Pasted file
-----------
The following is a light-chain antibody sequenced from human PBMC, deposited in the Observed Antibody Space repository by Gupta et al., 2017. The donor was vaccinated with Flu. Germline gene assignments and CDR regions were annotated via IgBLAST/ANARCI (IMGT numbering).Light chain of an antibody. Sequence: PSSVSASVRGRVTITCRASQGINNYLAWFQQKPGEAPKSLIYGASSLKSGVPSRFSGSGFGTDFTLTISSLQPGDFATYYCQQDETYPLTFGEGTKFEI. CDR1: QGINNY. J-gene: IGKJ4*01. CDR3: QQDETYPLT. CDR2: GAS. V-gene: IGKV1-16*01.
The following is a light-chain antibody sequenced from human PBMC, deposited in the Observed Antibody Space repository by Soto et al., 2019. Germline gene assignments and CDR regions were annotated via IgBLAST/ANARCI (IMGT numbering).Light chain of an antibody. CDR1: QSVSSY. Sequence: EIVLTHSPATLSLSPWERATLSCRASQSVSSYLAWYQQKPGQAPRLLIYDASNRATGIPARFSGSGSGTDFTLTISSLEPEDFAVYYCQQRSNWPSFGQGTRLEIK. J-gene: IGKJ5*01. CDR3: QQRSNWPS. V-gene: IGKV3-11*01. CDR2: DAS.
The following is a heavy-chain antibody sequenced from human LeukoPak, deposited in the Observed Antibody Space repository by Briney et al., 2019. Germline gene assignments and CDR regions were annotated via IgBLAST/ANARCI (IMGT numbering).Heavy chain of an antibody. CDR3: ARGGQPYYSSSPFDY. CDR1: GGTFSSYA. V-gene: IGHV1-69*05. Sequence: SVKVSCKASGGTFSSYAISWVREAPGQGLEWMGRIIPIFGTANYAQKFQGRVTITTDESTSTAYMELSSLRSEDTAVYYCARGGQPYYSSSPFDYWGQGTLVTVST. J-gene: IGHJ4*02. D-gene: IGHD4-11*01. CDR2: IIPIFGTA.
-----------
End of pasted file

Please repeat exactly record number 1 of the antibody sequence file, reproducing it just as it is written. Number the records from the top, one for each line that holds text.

The following is a light-chain antibody sequenced from human PBMC, deposited in the Observed Antibody Space repository by Gupta et al., 2017. The donor was vaccinated with Flu. Germline gene assignments and CDR regions were annotated via IgBLAST/ANARCI (IMGT numbering).Light chain of an antibody. Sequence: PSSVSASVRGRVTITCRASQGINNYLAWFQQKPGEAPKSLIYGASSLKSGVPSRFSGSGFGTDFTLTISSLQPGDFATYYCQQDETYPLTFGEGTKFEI. CDR1: QGINNY. J-gene: IGKJ4*01. CDR3: QQDETYPLT. CDR2: GAS. V-gene: IGKV1-16*01.